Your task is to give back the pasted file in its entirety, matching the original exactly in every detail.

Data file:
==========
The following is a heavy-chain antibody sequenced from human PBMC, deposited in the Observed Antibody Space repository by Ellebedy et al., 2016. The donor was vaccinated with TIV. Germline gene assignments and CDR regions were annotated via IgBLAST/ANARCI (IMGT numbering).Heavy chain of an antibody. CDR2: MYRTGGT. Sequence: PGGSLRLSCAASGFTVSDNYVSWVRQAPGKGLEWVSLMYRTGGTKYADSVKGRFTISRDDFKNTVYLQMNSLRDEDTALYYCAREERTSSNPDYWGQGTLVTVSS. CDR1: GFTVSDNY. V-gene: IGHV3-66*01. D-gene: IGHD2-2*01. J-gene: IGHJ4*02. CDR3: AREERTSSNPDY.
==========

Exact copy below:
The following is a heavy-chain antibody sequenced from human PBMC, deposited in the Observed Antibody Space repository by Ellebedy et al., 2016. The donor was vaccinated with TIV. Germline gene assignments and CDR regions were annotated via IgBLAST/ANARCI (IMGT numbering).Heavy chain of an antibody. CDR2: MYRTGGT. Sequence: PGGSLRLSCAASGFTVSDNYVSWVRQAPGKGLEWVSLMYRTGGTKYADSVKGRFTISRDDFKNTVYLQMNSLRDEDTALYYCAREERTSSNPDYWGQGTLVTVSS. CDR1: GFTVSDNY. V-gene: IGHV3-66*01. D-gene: IGHD2-2*01. J-gene: IGHJ4*02. CDR3: AREERTSSNPDY.